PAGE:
ML - Michigan Avenue

2014 - Issue 1 - Winter

Michigan Avenue - Niche Media - Michigan Avenue magazine is a luxury lifestyle magazine centered around Chicago’s finest people, events, fashion, health & beauty, fine dining & more!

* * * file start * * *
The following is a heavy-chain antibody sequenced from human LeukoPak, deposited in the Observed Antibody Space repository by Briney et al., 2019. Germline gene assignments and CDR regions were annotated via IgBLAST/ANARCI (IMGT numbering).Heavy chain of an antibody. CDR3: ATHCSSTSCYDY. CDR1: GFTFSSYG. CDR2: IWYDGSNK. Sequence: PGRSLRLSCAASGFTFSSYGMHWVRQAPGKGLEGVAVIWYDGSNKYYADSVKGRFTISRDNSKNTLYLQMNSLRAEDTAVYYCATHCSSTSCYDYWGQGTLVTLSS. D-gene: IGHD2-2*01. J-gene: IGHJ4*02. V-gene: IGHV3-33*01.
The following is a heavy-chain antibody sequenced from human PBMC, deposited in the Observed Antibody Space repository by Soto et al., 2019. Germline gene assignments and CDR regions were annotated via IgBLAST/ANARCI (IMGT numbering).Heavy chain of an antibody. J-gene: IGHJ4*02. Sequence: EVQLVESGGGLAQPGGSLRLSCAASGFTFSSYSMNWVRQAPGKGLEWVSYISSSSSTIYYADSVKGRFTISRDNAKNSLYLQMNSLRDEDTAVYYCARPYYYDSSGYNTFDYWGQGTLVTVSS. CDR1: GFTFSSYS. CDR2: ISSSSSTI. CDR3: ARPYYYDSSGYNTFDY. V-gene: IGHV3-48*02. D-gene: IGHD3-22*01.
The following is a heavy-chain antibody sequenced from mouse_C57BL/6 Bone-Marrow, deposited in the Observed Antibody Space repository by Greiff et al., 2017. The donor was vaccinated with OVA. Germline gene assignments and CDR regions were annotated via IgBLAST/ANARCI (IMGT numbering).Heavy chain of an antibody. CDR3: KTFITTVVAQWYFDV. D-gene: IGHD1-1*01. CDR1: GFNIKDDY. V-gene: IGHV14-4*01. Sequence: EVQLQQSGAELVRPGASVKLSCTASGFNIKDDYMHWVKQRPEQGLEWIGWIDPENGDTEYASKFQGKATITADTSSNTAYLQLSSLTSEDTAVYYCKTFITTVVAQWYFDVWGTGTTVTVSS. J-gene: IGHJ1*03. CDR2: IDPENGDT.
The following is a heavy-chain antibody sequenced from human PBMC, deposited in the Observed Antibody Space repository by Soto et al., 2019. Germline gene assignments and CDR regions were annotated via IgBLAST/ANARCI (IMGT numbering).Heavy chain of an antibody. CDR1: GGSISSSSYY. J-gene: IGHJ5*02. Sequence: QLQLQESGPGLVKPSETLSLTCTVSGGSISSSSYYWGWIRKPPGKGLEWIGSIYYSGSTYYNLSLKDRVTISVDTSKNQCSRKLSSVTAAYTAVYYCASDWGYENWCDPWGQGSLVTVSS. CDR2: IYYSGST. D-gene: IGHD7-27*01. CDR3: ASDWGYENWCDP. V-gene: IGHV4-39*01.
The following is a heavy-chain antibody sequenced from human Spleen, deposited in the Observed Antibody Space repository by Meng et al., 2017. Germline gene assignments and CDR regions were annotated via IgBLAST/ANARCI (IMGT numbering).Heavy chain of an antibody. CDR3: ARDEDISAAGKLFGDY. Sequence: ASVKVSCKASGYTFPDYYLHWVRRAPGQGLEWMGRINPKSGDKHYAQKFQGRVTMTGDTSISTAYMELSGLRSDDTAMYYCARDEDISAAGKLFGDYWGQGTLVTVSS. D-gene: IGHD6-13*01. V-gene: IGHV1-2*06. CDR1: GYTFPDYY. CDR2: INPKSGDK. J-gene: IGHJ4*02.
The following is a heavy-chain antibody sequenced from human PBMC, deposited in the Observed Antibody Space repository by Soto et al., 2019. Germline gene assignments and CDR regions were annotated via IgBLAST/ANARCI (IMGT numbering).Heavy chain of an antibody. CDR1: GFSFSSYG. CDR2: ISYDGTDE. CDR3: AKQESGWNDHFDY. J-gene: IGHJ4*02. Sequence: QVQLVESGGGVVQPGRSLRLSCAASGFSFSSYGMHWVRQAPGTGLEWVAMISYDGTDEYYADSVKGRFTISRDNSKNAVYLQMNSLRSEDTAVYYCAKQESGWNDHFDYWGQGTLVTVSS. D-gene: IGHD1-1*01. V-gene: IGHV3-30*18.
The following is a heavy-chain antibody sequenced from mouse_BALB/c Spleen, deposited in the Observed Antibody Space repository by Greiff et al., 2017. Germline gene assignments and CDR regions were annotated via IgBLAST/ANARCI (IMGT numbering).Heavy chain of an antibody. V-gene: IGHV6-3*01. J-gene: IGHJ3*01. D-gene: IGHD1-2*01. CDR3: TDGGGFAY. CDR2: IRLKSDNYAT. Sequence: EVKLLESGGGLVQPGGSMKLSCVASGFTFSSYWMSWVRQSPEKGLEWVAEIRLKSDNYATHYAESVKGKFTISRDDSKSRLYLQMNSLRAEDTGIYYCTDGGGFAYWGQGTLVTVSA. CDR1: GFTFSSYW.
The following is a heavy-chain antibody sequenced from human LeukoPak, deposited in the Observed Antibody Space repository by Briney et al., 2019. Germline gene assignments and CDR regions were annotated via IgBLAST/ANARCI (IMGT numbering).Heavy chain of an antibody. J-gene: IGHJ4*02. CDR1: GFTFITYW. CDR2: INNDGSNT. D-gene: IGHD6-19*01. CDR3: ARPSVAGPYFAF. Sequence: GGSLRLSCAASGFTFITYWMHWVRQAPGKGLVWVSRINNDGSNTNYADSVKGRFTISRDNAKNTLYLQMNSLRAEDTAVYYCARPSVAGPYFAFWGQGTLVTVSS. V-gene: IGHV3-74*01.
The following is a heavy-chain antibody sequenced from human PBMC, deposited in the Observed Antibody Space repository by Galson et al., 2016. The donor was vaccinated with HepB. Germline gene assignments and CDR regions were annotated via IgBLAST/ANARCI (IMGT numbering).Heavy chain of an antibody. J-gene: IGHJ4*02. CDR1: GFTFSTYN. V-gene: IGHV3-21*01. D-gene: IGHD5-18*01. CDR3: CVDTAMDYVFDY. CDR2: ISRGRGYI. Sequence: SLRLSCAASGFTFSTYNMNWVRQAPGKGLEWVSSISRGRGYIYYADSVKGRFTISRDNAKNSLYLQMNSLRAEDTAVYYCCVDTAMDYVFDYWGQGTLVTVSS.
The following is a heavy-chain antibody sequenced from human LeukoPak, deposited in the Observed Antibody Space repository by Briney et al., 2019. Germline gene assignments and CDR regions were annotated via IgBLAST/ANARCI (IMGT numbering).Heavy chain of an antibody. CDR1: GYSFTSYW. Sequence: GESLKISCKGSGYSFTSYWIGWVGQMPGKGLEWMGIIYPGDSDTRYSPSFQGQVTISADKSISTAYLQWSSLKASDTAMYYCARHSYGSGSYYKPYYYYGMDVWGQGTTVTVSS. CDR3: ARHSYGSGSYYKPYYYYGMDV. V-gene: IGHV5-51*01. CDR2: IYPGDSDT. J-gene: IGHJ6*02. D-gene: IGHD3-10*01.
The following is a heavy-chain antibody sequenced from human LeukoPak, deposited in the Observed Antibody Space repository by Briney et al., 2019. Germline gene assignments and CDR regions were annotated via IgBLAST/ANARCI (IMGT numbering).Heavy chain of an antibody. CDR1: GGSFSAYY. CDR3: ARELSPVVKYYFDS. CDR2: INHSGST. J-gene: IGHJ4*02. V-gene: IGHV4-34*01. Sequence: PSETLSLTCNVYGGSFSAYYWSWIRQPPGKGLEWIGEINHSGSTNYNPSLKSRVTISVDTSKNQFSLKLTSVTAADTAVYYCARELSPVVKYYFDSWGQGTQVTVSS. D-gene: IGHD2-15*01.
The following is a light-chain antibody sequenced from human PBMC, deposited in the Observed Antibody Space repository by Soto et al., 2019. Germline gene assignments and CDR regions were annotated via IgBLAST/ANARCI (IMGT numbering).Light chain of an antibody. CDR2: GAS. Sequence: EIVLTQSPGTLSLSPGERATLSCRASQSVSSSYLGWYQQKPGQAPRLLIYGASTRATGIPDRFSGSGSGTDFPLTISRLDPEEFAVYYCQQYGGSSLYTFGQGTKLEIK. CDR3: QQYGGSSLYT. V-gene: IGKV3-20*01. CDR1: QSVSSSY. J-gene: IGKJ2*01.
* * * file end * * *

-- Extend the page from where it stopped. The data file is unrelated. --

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Jerome Kern and Oscar Hammerstein II's Show Boat in 2012, Richard Rodgers and Hammerstein's Oklahoma! in 2013, and continues with Rodgers and Hammerstein's The Sound of Music in April and May '14. It's a move that hasn't pleased everyone. "There are regular subscribers who bellyache and say, 'This is no place for it,'" notes Davis of these productions, which the Lyric offers outside the regular subscription season. "They don't like Gilbert and Sullivan either." Fleming points out, "The American musical has grown naturally out of European traditions of opera, singspiel, and operetta, so there's no reason it shouldn't be a part of a great company's offerings." Journalist Garry Wills, who has been a subscriber to the Lyric since 1980, says, "I'm of two minds about their Broadway shows. They had a great [bass in Morris Robinson] for Show Boat singing 'Ol' Man River.'" But, he adds, "I would rather see them use their resources on shows you can't see anywhere else." So far, though, the new initiatives—which, in addition to Lyric Unlimited and the American Musical Theater Initiative, also includes Next, which offers $20 discount tickets to college students—are paying off with new audiences. This past June, Freud announced that ticket sales were up 15 percent over the previous year, with 27,000 of the additional 34,000 tickets sold going to first-time Lyric patrons. E ven the familiar shows need freshening up to keep longtime patrons satisfied. Increasingly, this means bringing in directors with new concepts—many of whom are also first-timers at the Lyric, though they have deep roots in theater. Barbara Gaines, the founder and artistic director of Chicago Shakespeare Theater, made her opera debut with Verdi's Macbeth at the Lyric in 2010. Wills, the author of Verdi's Shakespeare: Men of the Theater, wrote in an essay for The New York Review of Books, "I have never seen a more imaginative or better performed version." In February, Tony Award–nominated director/choreographer Rob Ashford makes his operatic debut with Lyric's The Barber of Seville. No one in the arts can guarantee that new collaborations and initiatives will always play out as hoped. But if opera isn't about high-stakes human endeavor in the face of epic odds, what is? Davis notes that he is fond of quoting one of his mentors, the late conductor Sir John Pritchard, longtime music director for the San Francisco Opera. When Davis was conducting his first opera in the early 1970s, he told Pritchard that he was excited but nervous since he had no operatic experience. "And he said, 'Well, the thing about opera is that more things can go wrong with it than almost any other field of human endeavor. But when they all go right, there's really nothing else like it.'" MA Diva in the House PHOTOGRAPHY BY DECCA/ANDREW ECCLES Renée Fleming adds serious star power as the Lyric's first creative consultant. IF MARIA CALLAS REMAINS the prototype of the stormy operatic diva, then Renée Fleming is the anti-Callas. It's difficult, for example, to imagine "La Divina" delivering the Top 10 List for David Letterman—complete with references to Miley Cyrus's fondness for twerking—as Fleming did this past September. But Fleming describes her Letterman appearance as part of a larger goal—"a mission to keep opera a vital part of our culture. We may never again see the days when something like The Bell Telephone Hour could devote entire programs to opera arias in prime time. But there's huge interest in singing now, with shows like The Voice and American Idol. I don't see why classically trained singers shouldn't be heard, too." As creative consultant for the Lyric, where she first appeared in the title role of Carlisle Floyd's Susannah in 1993, Fleming brought together the Lyric and Second City for last season's The Second City Guide to the Opera. She and her husband happened to attend a Second City show where her recordings were used in a sketch, and that sparked a felicitous, if unlikely, creative partnership. Fleming was also instrumental in commissioning Bel Canto as the first piece in the Renée Fleming Initiative for the Lyric. Novelist Ann Patchett is a friend of Fleming's, but though the story features a diva (a fictional hostage in Patchett's imagining of the real-life capture of the Japanese ambassador's house in Lima, Peru by revolutionaries in 1996), Fleming won't sing the role. Instead, what drew her to the story was "the way it demonstrates the power of art to unify, and raise the humanity, of a group of very disparate people. Especially important for an opera, the story has the power to deliver the cathartic emotional experience that we all crave in the theater." It's not only new work that gets Fleming's attention. Dan Novak, director of the Lyric's Ryan Opera Center, notes that when she's in town, Fleming "is wonderful about sitting down [with students] and talking to them about how to work in the business." Says Fleming, "We need to find the next great voices, the stars we will need to engage and excite audiences with our centuries-old art form." MICHIGANAVEMAG.COM 104-109_MA_FEAT_Opera_Winter_14 109 109 1/9/14 5:11 PM

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